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Have you ever felt like your food preference or portion sizes were almost out of your control? Is it possible that in some way they are – in that we may not always be aware as to why we have a particular powerful urge, when it started, or why it continues to exist?
The difficult thing is eating can be driven by our mind instead of being a behaviour to reduce physical feelings of hunger and to stay alive and well.
Physical hunger is something that we feel below our neck and from our stomach. Physical hunger builds gradually and will disappear after we feel satiated and content. In comparison if our eating is led by something other than “stomach” hunger it can be rather sudden, strong thoughts may dictate what food we desire (i.e. chocolate or chips). These thoughts persist until we eat that particular food and after eating often the urge is still there, or feelings of hopelessness, shame and guilt.
Sometimes it can still be hard to tell when our mind is controlling our eating because it’s happened for such a long period of time. In order to help better understand our non-hungry eating and food preferences let’s think about how even our childhood years teach us and train our perceptions around food and eating.
Each of these types of experiences began to create multiple messages for us about food. Food can influence both positive and negative emotions or perceptions of you as being either ‘good’ or ‘bad’, and overtime some of these associations can become part of our internal programming.
So if any of these examples describe your relationship with food, try some of the following strategies to help stop or replace any unhelpful eating behaviour…
There can be many triggers in our everyday lives that can make us eat – take a second to think about yours – it could be a time of day or week (i.e. dinner, late night, or Friday night), or maybe it’s snacks, do parties and special occasions influence your desire to overindulge, do you have nothing ‘better’ to do, or does 3:30itis or the candy machine influence you at work? Knowing what our weaknesses are helps us to have better control in these challenging times.
Notice whether you are stuck in any kind of rut or routine – for example many people eat the same thing for breakfast day in and day out just because of habit, others may need to have a biscuit with their tea for no other reason than because I’ve always done it, similar to the desire to eat when watching the television or a movie. I reemphasise this aspect because it can be rather unconscious – making it harder to notice at times, because we’ve practised it so well.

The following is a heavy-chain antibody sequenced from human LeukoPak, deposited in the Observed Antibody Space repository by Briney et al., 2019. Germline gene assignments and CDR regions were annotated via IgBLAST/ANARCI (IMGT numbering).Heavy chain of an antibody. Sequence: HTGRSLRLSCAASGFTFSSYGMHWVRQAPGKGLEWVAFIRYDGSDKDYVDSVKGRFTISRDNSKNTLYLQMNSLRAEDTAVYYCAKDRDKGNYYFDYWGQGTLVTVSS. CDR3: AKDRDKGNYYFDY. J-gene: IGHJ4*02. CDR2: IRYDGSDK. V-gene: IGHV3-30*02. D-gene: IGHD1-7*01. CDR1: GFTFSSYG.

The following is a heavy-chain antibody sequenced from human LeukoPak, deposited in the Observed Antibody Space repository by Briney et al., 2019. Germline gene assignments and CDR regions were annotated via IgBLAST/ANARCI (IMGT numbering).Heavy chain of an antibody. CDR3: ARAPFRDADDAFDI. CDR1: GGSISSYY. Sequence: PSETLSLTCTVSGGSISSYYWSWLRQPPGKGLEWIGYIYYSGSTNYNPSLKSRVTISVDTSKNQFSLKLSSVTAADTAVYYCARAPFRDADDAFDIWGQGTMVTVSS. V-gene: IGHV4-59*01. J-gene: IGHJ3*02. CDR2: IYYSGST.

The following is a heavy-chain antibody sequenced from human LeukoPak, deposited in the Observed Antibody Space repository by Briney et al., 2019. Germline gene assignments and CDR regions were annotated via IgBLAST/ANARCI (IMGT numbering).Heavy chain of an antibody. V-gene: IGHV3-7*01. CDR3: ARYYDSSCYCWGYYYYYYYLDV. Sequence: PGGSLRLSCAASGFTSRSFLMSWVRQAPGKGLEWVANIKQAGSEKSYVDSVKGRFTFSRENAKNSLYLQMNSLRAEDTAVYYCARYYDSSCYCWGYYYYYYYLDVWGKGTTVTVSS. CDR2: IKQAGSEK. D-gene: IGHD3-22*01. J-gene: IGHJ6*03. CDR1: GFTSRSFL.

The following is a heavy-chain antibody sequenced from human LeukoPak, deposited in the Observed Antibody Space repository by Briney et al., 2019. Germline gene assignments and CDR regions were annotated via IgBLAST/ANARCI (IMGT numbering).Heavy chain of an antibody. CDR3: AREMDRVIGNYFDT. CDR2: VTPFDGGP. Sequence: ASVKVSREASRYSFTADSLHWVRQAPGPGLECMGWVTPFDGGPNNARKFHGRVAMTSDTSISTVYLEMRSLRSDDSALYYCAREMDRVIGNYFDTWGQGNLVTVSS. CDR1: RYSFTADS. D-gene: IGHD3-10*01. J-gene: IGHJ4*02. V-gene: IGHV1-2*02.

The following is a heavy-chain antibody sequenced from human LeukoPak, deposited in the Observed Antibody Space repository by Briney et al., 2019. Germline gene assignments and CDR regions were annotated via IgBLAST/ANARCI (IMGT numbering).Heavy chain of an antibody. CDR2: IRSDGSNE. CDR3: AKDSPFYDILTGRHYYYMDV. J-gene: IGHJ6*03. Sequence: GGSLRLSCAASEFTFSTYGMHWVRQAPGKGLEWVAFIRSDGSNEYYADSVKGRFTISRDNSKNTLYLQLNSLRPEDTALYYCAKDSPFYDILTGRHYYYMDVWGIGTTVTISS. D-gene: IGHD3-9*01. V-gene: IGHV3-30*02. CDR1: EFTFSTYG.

The difficulty with emotional eating is that we a triggered by an emotion (stress, feeling upset, anger, resentment, or anxiety) so we eat food (The Associations between Emotional Eating and Consumption of Energy-Dense Snack Foods Are Modified by Sex and Depressive Symptomatology). Generally this isn’t a salad but something that is high in fat and calories, because it gives us a boost of dopamine and endorphins so that we feel better. However, after we have eaten we can feel other emotions because of what we have eaten, this could be feelings of shame, guilt or helplessness. As a result we’ll eat even more again, so the cycle continues…
So we need to stop the emotional eating cycle. However, it’s very hard to just cease a particular behaviour – we need to replace it with something less detrimental but still effective in addressing our feelings. The following list may help you think about ways to substitute you eating:
There is a powerful force behind emotional eating and that’s because it’s been practiced so well over the years. SO remember habits don’t change overnight. Just keep trying to do you best with challenging undesirable eating behaviours - and “in time this too shall pass".
Please see the following articles for more information: